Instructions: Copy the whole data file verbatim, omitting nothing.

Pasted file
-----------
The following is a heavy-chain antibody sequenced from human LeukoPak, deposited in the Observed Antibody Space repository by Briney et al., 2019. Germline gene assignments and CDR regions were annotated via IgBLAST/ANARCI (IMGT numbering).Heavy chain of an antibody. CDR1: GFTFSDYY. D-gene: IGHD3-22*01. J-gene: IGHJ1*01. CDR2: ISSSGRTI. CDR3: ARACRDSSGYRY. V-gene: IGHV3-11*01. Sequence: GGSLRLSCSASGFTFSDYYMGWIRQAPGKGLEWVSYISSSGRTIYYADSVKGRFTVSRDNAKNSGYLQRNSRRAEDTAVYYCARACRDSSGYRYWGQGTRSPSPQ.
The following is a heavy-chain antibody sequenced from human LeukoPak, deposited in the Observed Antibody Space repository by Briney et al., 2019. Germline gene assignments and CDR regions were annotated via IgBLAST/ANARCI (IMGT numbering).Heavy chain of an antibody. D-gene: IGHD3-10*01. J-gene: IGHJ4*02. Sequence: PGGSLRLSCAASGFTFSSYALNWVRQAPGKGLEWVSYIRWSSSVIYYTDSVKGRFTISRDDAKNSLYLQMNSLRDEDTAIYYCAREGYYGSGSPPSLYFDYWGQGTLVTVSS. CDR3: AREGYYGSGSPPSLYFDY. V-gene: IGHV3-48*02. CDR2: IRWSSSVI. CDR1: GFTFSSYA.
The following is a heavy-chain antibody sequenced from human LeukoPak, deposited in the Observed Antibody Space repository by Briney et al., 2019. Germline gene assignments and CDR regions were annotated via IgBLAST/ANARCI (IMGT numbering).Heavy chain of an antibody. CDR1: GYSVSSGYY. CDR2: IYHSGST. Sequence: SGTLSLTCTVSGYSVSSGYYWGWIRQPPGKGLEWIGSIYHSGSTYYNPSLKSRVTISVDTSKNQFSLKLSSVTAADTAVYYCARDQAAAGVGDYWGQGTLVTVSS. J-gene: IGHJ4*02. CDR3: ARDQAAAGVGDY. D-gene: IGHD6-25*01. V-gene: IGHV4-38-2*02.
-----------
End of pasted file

The following is a heavy-chain antibody sequenced from human LeukoPak, deposited in the Observed Antibody Space repository by Briney et al., 2019. Germline gene assignments and CDR regions were annotated via IgBLAST/ANARCI (IMGT numbering).Heavy chain of an antibody. CDR1: GFTFSDYY. D-gene: IGHD3-22*01. J-gene: IGHJ1*01. CDR2: ISSSGRTI. CDR3: ARACRDSSGYRY. V-gene: IGHV3-11*01. Sequence: GGSLRLSCSASGFTFSDYYMGWIRQAPGKGLEWVSYISSSGRTIYYADSVKGRFTVSRDNAKNSGYLQRNSRRAEDTAVYYCARACRDSSGYRYWGQGTRSPSPQ.
The following is a heavy-chain antibody sequenced from human LeukoPak, deposited in the Observed Antibody Space repository by Briney et al., 2019. Germline gene assignments and CDR regions were annotated via IgBLAST/ANARCI (IMGT numbering).Heavy chain of an antibody. D-gene: IGHD3-10*01. J-gene: IGHJ4*02. Sequence: PGGSLRLSCAASGFTFSSYALNWVRQAPGKGLEWVSYIRWSSSVIYYTDSVKGRFTISRDDAKNSLYLQMNSLRDEDTAIYYCAREGYYGSGSPPSLYFDYWGQGTLVTVSS. CDR3: AREGYYGSGSPPSLYFDY. V-gene: IGHV3-48*02. CDR2: IRWSSSVI. CDR1: GFTFSSYA.
The following is a heavy-chain antibody sequenced from human LeukoPak, deposited in the Observed Antibody Space repository by Briney et al., 2019. Germline gene assignments and CDR regions were annotated via IgBLAST/ANARCI (IMGT numbering).Heavy chain of an antibody. CDR1: GYSVSSGYY. CDR2: IYHSGST. Sequence: SGTLSLTCTVSGYSVSSGYYWGWIRQPPGKGLEWIGSIYHSGSTYYNPSLKSRVTISVDTSKNQFSLKLSSVTAADTAVYYCARDQAAAGVGDYWGQGTLVTVSS. J-gene: IGHJ4*02. CDR3: ARDQAAAGVGDY. D-gene: IGHD6-25*01. V-gene: IGHV4-38-2*02.